The point being, BTW, that it’s actually somewhat of a recent phenomenon to expect SCOTUS nominees to have already been judges before coming to the high court. There have been some very good justices who had no prior judging experience. The Constitution places no limits on who the President can nominate, other than that the Senate gets to advise and consent.

      1. I agree that prior judging experience isn’t nor should it be a prerequisite for getting the nomination, but this pick just seems like Barry is picking his old buddies from Harvard as some sort of payback for helping him cruise through law school.

        It’s not like picking a SCOTUS judge is important or anything..

        1. Sotomayor went to Yale. I think you need more than one example to call a trend. If there is any trend, it’s that he’s appointing women.

          1. I wasn’t just referring to SCOTUS picks. Look at this list of Harvard Law School alumni and faculty who are currently serving in the Obama administration.

            In putting together his administration, Obama selected more than 70 HLS alumni and faculty who will assist him in crafting law and policy in areas as diverse as the economy, the environment, and the military.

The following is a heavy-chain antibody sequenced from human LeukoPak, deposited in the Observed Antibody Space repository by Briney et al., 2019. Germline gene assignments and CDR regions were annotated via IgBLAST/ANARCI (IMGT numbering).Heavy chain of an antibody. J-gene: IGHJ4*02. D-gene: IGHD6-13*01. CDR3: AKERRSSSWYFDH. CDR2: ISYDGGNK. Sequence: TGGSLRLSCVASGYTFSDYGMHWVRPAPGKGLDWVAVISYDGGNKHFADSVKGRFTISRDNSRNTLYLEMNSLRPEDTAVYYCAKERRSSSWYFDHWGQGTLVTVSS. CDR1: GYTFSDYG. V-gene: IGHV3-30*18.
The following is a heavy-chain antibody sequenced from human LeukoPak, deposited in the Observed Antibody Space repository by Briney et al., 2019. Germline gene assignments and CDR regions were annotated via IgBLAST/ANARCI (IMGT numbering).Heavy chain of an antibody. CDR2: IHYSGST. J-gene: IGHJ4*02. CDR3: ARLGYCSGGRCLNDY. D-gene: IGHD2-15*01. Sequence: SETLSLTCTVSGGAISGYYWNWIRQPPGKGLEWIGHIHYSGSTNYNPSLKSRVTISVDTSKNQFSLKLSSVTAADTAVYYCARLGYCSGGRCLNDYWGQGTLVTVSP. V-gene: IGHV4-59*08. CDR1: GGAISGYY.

2. I don’t support Kagan, but I think the fact that she isn’t a judge may be the strongest argument in her favor. I’d like to get back to the days when there was more than one path to the Supreme Court.

        1. So would I Jessee. But the guy at the top of the thread makes a good point. How can someone have no judgeing record and also refuse to answer any questions? If you have never been a judge, you ought to have to pretty explicitly explain what kind of judge you will be.

          1. If the media and the party spin machines would refrain from turning the slightest expression of opinion that’s not bland boilerplate into evidence of a preconceived and self-serving narrative, then I’d expect we’d get more out of nominees.

            1. Blame FDR Tony. The result of court packing attempts and the politicizing of the SCOTUS.

              1. FDR turned the USSC into just another legislature, one appointed by Presidents and whose Acts can only be repealed with great difficulty.

      3. I believe the last SCOTUS nominee with no judgeship experience was William Rehnquist, nominated by Richard Nixon.